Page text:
Darwin's Neandertal encounter

1 minute read

Michael Balter reports on the historical work of Alex Menez, at the Gibraltar Museum: “When Darwin Met a Neandertal”.

Darwins reaction is recorded simply in a 1 September 1864 letter to his close friend, botanist Joseph Hooker: F[alconer] brought me the wonderful Gibraltar skull. As Menez put it: We can imagine Darwin holding the skull, peering enthusiastically at its well-marked brow ridges, his own eyes beneath brow ridges that were themselves significantly larger than those of most people!

Darwin had encountered both Australian and Fuegan aborigines, and may therefore have been more well-equipped than almost any of his contemporaries to think about the place of the browridge in human variation. But as Balter (and Menez) describe, we can tease out almost nothing about Darwin’s thoughts on this matter.

I’m fascinated by the date. In May 1864, Darwin had been sent a copy of Wallace’s paper on human origins, which appeared in the Anthropological Review. He reacted to this in the last week of May, trading letters with Hooker and Wallace, both expressing his praise for Wallace’s “genius” and his disagreement with a few points. Darwin had been famously silent on the topic of human evolution in the Origin, leaving Wallace to take up the subject. I’ll have more to say about that later; right now I just thought I would point out that Wallace referred directly to the Neander valley skull:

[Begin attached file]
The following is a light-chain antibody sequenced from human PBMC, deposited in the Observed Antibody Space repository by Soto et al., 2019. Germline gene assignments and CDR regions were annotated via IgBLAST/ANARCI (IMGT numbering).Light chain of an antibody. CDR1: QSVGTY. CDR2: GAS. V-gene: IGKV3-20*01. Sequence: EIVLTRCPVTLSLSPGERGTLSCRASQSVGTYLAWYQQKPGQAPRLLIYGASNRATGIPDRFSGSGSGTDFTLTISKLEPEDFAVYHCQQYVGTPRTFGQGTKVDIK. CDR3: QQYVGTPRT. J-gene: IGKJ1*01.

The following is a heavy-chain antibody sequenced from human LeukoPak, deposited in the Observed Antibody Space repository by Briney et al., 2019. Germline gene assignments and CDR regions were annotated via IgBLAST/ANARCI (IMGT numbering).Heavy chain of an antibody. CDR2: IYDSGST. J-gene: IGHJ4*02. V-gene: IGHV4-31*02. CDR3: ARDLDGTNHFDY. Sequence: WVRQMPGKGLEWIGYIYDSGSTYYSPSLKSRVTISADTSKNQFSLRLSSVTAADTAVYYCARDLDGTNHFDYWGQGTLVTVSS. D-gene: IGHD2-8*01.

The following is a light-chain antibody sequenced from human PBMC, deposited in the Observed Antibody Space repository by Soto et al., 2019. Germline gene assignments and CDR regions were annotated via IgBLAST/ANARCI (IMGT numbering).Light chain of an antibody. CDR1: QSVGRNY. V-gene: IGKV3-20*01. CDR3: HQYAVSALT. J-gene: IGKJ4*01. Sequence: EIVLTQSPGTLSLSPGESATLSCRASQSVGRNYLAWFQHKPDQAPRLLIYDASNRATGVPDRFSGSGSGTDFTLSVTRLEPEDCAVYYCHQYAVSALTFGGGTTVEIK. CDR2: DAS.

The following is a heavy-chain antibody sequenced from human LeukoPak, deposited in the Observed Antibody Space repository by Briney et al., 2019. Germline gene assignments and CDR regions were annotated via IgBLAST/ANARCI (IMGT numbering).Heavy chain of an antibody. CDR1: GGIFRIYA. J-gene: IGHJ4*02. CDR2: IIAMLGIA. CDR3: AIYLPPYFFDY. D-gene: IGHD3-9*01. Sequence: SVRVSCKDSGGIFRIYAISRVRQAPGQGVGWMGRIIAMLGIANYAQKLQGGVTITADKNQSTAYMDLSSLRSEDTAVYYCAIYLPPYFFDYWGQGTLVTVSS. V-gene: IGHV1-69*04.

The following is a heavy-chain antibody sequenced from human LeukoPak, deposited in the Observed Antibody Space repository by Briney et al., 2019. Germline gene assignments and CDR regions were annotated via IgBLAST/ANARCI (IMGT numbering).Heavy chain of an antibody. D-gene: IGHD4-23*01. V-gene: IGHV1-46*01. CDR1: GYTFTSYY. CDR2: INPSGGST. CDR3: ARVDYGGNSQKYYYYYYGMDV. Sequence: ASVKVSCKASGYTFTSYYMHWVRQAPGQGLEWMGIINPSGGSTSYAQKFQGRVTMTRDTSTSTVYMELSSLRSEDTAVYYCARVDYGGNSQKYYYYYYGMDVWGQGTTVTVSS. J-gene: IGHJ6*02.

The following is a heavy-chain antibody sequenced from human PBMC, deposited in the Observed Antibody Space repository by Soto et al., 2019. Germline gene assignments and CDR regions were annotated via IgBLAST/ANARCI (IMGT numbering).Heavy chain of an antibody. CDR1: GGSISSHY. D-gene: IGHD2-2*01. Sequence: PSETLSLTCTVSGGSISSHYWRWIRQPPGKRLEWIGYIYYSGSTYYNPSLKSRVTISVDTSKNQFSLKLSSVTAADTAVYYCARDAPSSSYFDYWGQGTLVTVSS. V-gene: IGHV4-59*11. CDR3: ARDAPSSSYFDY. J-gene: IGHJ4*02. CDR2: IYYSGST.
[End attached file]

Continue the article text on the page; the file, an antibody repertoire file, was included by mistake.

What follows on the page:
The Neanderthal skull may be a specimen of one of the lowest races then existing, just as the Australians are the lowest of our modern epoch.

Not too encouraging, I guess. Nobody ever loved them. Although he does not say so explicitly, Wallace seems to have accepted that rough contemporaries of the Neandertals belonged to a more modern race (he mentions Denise and Engis as examples that “agree so closely with existing forms”, the Engis skull is now recognized as a subadult Neandertal).

Darwin’s letter referring to the Gibraltar skull is online at the Darwin Correspondence Project website. My favorite part is in the DCP footnote:

In September1864the British Association for the Advancement of Science awarded Busk and Falconer a grant of 150to further their researches on the remains.

Oh, yes. 150 used to be a lot of money. Nowadays it might just buy a cast of the skull.